- Why did everyone start to hate the Russians if the U.S. did the same thing in Afghanistan, Iraq?
- What needs to be corrected in the management of Russia first?
- Why did Blaise Pascal become a religious man at the end of his life?
- How do I know if a guy likes you?
- When they say "one generation", how many do they mean?
Philosophy asks the question of what is good, whether it is worth striving for it, and whether the useful is really useful and the harmful is harmful. If the very concept of benefit is called into question, it is doubtful to talk about the benefits of such an activity in itself. However, the statement of another figure (the Minister of Education)is widely known: “The benefits of philosophy are not proven, but the harm from it is possible.” If there is harm, there may be benefit (and vice versa), since it is only a matter of time. Philosophy can be very dangerous.
Therefore, it can be very useful.
Steven Weisberg is good. Very good. He is right that philosophy is useless and even dangerous when one begins to be fanatically “guided”by it, so to speak.
The benefit of the philosophy is that it should be like a starting engine for the MTZ-80 tractor. It should wake up, stir up the Big Engine, start it up in man, in science. Only this is its use.
That is why it is conditionally useless, since all the main work is done not by it as a “pusher”, but by a Large Engine. Or even more precisely, not even a Big Engine, but just “what is” and just “those who are”. And, mind you, they do it with incredible beauty! In other words, in addition to” what “and” who “in any act of existence, there is also” what ” — the method, quality and style of work.
Weisberg's open-mindedness and open-mindedness betray the philosophic quality of his mind. What does “philosophical” mean here? And the fact that in his chapter he is not “guided” by philosophy, but becomes it himself. Here, through his mouth, philosophy itself is just talking with might and main.
True philosophy is adogmatic, it is free. Hmm, that's what he said, right? But what I have said can easily be made a dogma. And on the other hand, sometimes many philosophical dogmas become literally the embodiment of freedom.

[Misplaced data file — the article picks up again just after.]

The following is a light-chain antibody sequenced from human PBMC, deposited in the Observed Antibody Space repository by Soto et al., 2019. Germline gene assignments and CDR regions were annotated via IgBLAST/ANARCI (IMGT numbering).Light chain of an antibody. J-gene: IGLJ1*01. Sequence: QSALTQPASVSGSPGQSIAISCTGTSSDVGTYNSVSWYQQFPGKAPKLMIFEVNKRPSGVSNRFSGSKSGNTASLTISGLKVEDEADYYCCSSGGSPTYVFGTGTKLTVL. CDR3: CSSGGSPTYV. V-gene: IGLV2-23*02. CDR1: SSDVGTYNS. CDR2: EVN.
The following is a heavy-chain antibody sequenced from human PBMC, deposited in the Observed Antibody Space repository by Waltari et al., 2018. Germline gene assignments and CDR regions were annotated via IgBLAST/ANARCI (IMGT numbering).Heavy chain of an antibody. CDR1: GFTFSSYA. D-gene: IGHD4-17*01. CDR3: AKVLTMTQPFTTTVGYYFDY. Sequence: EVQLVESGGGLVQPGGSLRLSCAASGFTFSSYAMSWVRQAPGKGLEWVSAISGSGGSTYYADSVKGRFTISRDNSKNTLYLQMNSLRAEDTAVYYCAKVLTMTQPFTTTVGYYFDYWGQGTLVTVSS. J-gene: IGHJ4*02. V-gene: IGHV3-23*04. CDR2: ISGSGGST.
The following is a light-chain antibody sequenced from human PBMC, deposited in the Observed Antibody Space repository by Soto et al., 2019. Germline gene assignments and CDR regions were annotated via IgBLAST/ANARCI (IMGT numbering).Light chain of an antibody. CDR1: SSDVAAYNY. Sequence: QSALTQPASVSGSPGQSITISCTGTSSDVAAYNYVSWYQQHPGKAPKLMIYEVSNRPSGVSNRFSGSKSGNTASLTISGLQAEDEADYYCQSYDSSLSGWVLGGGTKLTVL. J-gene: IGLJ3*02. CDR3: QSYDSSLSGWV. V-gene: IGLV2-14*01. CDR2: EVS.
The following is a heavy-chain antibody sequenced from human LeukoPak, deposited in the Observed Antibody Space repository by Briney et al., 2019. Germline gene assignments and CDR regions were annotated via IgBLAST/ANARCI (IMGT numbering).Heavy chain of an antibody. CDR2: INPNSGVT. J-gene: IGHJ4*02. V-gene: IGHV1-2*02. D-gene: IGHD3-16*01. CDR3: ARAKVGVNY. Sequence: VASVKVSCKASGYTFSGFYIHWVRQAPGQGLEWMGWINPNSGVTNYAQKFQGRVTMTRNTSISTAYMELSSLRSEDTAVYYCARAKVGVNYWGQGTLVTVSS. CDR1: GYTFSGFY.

“The futility of philosophy” is the dogma of Nobel laureate Steven Weisberg. A normal, good, very practical and quite philosophical dogma. However, I am sure that he himself does not fully adhere to his own dogma. And who of the creative thinkers adheres to them? And in the end, you can only adhere to the dogma by transcending the dogma itself, going beyond its limits, touching the lattice stakes of the dogma's fences with your hands, famously jumping over them if necessary. Actually, the dogma itself is needed for this very purpose — the content can be realized by touching its borders, its form, identifying it step by step, finding holes and forbidden zones. Philosophy is needed precisely in order to see the futility of philosophy at some point. But this is a very intimate act. Just talking about the uselessness of philosophy is not something you can comprehend. This is what a person learns firsthand, living and experiencing their own, as Stephen Weisberg puts it, “biases”.
The truth is broader than our “theories”, “models” — it is richer, more interesting and more real. A map of the area, especially if it is well detailed and marked, is very good for moving around the real area. But it is not necessary to absolutize it, this model map, because reality can also have undocumented areas. That's all. That's just what I think Weisberg wanted to say, unfortunately, he's already dead.
THE USE of philosophy-comes down to Knowledge, Ability (to apply), Understanding-the basic theoretical and practical principles and methods of optimal behavior and thinking of a person and society.
A colossal ugly distortion of philosophy in practice – acute concrete-practical insufficiency and excessive abstract-theoretical redundancy of philosophy and ethics.
The result of this outrage is mass uncultured practical behavior and thinking-in all countries and times.
The reason for this is the lack of full-fledged practical philosophical education and upbringing in schools and universities.
Philosophy answered the main question: who is a person and what is the meaning of his life. The world we live in is not created by God, but by people. A person exists, regardless of whether he was born or not. There is no need to search for the meaning of a person's life.
Strange question. In my second year, I studied philosophy, which for me personally was the foundation for such disciplines as political science, psychology, history of world literature and cultural studies.
For all humanities, it is the queen of science, as for technical disciplines, mathematics.